GPSOLO July/August 2009
Animal Cruelty Cases
In the last two years, following the much-publicized dogfighting case involving pro football player Michael Vick, animal cruelty has taken center stage in the press. For those of us on the front lines of these issues, it hearkened a new era. Our neighbors and colleagues began talking about the issue of animal abuse frequently. I used to say that animal cruelty was like pornography, “you know it when you see it.” But sadly that is not true. The Vick case and various puppy mill cases demonstrate that many people do not know animal cruelty when they see it. In fact, the most frequent questions I am asked center on the treatment of a neighbor’s dog. This article is not meant to be an overview of every state’s animal cruelty laws, but simply an overview of what cruelty toward animals entails in a basic case.
To talk about cruelty cases, we have to start with neglect. Neglect is usually a lesser included offense of cruelty involving the duties of care for the animal. Neglect statutes often set minimal “standards of care or adequate care” requirements when caring for an animal. No one has a constitutional right to own an animal. Animals in most states are considered property, but if you decide to own an animal, you have certain duties to it. You can’t just starve or beat an animal to death because you own it. Neglect statutes often contain “shall” language and list certain standards of care that must be maintained. Most relevant statutes outlaw the deprivation of food, water, shelter, or adequate veterinary treatment.
An animal owner’s duties are usually defined. Prime examples are adequate feed and water. Adequate feed usually means that you must provide food that is appropriate for the animal. You can’t feed kitchen scraps alone as a diet for your dog. Your animal must be able to reach the food. If the dog is chained and can’t reach the food, then you are violating the neglect statute. The food can’t have mold growing on it or have pests (larvae and such) infesting it. In many puppy mills, food is often contaminated with maggots and fungi. This is just one example of how puppy mills violate many of the provisions of neglect statutes. Adequate water has to be potable and clean. It can’t have green slime in it, and the animal has to be able to reach it. If a goat or calf can’t reach the bottom of a bucket lined with an inch of water, then the animal does not have adequate water.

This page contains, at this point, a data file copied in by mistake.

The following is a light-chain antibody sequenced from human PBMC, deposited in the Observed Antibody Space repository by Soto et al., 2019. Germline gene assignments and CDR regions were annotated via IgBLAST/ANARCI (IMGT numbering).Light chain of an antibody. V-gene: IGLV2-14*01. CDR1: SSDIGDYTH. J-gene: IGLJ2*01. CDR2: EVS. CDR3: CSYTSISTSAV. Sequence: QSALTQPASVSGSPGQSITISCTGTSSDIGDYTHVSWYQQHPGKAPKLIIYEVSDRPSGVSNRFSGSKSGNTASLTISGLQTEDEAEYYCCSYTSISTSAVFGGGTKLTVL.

Additional provisions deal with adequate shelter. For the shelter of a dog, many states require a clean, solid surface, resting platform, or pad that is large enough for the animal to lie on in a normal manner. Puppy mills are notorious for violating these provisions. In many puppy mill cases, the animals have been warehoused in wire-bottom cages, used because of ease of waste disposal. Many states prohibit wire-bottomed cages; they cause injury to the outer surfaces of dogs’ paws and between the paw pads.
Most provisions mandate that the shelter be properly lighted and that it enables each animal to be clean and dry. Animals can’t be left in feces-encrusted cages or shelters that have excessive amounts of feces and urine. In one case in Virginia, horses were left standing in two feet of feces. Puppy mill dogs live out their lives in dark containers where they suffer urine scalds from lying in their own urine and feces.
Other provisions require shelter to be suitable for the species, age, condition, size, and type of each animal. In one case, a Rottweiler was left in a crate that was two sizes too small for him. He died in that crate. A shelter also must be safe and protect each animal from the elements. A tree is not adequate shelter.
Neglect provisions also mandate adequate space to allow the animal to easily stand, sit, lie, turn about, and make all other normal body movements in a comfortable, normal position. Securing a dog with a chain so short that the animal can’t move freely would violate this provision.